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How much life insurance do I need?
In most cases, if you have no dependents and have enough money to pay your final expenses, you don’t need any life insurance.  However, if you want to create an inheritance or make a charitable contribution, you should buy enough life insurance to achieve those goals.

If you have dependents, you should buy enough life insurance so that, when combined with other sources of income, it will replace the income you now generate for them, plus enough to offset any additional expenses they will incur replacing services you currently provide (for example, if you do the taxes for your family, the survivors might have to hire a professional tax preparer). Also, your family might need extra money to make some changes after you die. For example, they may want to relocate, or your spouse may need to go back to school to be in a better position to help support the family.

Most families have some sources of post-death income besides life insurance. The most common source is Social Security survivors’ benefits. Many also have life insurance through an employer plan, and some from other affiliations, such as an association they belong to or a credit card. Although these sources might provide a significant income, it is rarely enough.

A multiple of salary?

Many pundits recommend buying life insurance equal to a multiple of your salary. For example, one advice columnist recommends buying insurance equal to 20 times your salary before taxes. She chose 20 because, if the benefit is invested in bonds that pay 5 percent interest, it would produce an amount equal to your salary at death, so the survivors could live off the interest and wouldn’t have to “invade” the principal.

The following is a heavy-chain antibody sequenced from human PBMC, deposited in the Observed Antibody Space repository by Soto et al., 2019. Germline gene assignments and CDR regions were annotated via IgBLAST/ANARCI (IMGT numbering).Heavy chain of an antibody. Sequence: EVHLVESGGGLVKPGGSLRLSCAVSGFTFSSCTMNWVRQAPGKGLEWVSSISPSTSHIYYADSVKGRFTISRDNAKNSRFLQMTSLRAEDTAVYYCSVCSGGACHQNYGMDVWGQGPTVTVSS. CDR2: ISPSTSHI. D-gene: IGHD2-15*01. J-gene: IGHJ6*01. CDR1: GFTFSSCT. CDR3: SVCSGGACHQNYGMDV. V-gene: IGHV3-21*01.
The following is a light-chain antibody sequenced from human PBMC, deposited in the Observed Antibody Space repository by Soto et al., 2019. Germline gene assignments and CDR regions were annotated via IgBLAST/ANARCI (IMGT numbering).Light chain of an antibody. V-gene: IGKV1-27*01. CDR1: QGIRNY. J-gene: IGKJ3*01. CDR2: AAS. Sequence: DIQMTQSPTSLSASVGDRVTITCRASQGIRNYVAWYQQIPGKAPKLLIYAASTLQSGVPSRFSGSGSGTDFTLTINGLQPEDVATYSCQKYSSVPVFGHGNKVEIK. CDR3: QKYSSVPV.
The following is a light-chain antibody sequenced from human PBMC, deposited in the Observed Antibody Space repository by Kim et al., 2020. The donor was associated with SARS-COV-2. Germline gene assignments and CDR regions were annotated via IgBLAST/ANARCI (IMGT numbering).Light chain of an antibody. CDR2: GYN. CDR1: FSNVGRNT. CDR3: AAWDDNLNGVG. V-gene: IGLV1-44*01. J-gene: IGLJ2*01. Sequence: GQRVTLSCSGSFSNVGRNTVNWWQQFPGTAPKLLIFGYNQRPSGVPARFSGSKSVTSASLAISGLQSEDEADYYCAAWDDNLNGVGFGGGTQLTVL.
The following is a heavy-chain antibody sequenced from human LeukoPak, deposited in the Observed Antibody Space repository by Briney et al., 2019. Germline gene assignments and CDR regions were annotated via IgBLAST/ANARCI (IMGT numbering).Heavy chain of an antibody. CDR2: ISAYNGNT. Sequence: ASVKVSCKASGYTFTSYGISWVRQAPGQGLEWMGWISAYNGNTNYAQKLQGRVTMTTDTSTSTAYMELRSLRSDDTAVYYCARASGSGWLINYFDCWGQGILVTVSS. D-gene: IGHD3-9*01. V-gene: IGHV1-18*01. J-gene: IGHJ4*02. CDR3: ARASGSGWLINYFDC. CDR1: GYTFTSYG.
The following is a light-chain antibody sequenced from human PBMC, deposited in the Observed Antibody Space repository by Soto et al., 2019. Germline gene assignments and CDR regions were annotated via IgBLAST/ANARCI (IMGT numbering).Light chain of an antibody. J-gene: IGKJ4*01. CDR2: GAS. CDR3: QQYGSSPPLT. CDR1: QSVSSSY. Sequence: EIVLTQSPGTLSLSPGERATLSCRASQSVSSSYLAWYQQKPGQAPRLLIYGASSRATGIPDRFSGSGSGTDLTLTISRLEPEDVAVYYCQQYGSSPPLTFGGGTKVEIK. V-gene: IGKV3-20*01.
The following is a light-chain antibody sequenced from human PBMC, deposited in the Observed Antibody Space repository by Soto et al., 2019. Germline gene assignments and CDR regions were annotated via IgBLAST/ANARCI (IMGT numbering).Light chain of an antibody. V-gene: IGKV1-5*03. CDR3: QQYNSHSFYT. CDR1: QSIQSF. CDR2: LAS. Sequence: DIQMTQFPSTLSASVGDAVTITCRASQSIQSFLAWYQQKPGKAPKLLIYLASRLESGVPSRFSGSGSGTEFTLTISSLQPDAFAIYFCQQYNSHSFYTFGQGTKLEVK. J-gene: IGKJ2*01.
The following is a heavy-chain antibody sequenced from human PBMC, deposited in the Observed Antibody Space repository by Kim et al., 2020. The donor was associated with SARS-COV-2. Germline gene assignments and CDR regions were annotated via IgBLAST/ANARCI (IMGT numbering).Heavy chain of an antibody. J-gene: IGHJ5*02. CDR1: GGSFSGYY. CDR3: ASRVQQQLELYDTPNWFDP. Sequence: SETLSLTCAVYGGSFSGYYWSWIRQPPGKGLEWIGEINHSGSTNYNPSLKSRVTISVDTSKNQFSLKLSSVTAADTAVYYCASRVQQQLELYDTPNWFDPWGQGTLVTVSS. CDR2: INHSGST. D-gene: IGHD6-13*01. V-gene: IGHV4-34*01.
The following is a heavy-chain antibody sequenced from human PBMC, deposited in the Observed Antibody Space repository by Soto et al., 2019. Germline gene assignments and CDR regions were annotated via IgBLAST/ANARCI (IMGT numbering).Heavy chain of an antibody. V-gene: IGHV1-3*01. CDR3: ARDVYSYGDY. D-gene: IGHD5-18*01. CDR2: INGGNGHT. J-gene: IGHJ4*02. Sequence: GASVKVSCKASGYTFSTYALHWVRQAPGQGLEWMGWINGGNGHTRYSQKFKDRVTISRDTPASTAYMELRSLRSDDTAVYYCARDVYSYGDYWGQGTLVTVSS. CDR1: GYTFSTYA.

However, this simplistic formula implicitly assumes no inflation and that one could assemble a bond portfolio that, after expenses, would provide a 5 percent interest stream every year. But assuming inflation is 3 percent per year, the purchasing power of a gross income of $50,000 would drop to about $38,300 in the 10th year. To avoid this income drop-off, the survivors would have to tap into the principal each year. And if they did, they’d run out of money in the 16th year.

The “multiple of salary” approach also ignores other sources of income, such as Social Security survivors’ benefits. These benefits can be substantial. For example, for a person who had been earning a $36,000 salary at death ($3000 a month), maximum Social Security survivors’ monthly income benefits for a spouse and two children under age 18 could be about $2,300 per month, and this amount would increase each year to match inflation. (It drops when there is only a spouse and one child under 18, and stops completely when there are no children under 18 remaining in the household. Also, the surviving spouse’s benefit would be reduced if the spouse earns income over a certain limit.)

In this example, the survivors would need life insurance to replace only $700 per month (adjusted for inflation) of lost income; Social Security would provide the rest. These survivors would need life insurance to replace about $1,150 per month (adjusted for inflation) once the nonworking surviving spouse has only one child under 18 in her care, and the surviving nonworking spouse would have to replace the entire $3,000 (adjusted for inflation) when the youngest child turns 18.
 
 
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